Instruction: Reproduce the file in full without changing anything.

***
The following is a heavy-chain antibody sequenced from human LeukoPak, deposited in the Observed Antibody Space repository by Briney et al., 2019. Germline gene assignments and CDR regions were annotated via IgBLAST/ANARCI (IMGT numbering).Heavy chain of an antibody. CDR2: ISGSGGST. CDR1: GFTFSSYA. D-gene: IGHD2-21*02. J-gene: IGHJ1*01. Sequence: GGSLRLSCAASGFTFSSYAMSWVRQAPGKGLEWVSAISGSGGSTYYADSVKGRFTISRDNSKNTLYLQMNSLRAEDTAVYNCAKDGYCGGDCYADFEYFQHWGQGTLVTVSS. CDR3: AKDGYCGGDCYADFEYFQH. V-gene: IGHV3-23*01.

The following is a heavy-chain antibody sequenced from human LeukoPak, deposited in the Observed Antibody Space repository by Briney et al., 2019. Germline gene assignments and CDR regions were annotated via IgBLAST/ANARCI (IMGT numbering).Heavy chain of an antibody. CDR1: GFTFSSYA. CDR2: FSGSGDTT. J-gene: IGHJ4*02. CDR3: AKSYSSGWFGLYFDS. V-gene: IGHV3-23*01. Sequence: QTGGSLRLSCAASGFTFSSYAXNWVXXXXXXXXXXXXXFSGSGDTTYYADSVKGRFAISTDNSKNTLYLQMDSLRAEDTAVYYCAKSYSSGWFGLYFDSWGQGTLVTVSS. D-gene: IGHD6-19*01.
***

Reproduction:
The following is a heavy-chain antibody sequenced from human LeukoPak, deposited in the Observed Antibody Space repository by Briney et al., 2019. Germline gene assignments and CDR regions were annotated via IgBLAST/ANARCI (IMGT numbering).Heavy chain of an antibody. CDR2: ISGSGGST. CDR1: GFTFSSYA. D-gene: IGHD2-21*02. J-gene: IGHJ1*01. Sequence: GGSLRLSCAASGFTFSSYAMSWVRQAPGKGLEWVSAISGSGGSTYYADSVKGRFTISRDNSKNTLYLQMNSLRAEDTAVYNCAKDGYCGGDCYADFEYFQHWGQGTLVTVSS. CDR3: AKDGYCGGDCYADFEYFQH. V-gene: IGHV3-23*01.

The following is a heavy-chain antibody sequenced from human LeukoPak, deposited in the Observed Antibody Space repository by Briney et al., 2019. Germline gene assignments and CDR regions were annotated via IgBLAST/ANARCI (IMGT numbering).Heavy chain of an antibody. CDR1: GFTFSSYA. CDR2: FSGSGDTT. J-gene: IGHJ4*02. CDR3: AKSYSSGWFGLYFDS. V-gene: IGHV3-23*01. Sequence: QTGGSLRLSCAASGFTFSSYAXNWVXXXXXXXXXXXXXFSGSGDTTYYADSVKGRFAISTDNSKNTLYLQMDSLRAEDTAVYYCAKSYSSGWFGLYFDSWGQGTLVTVSS. D-gene: IGHD6-19*01.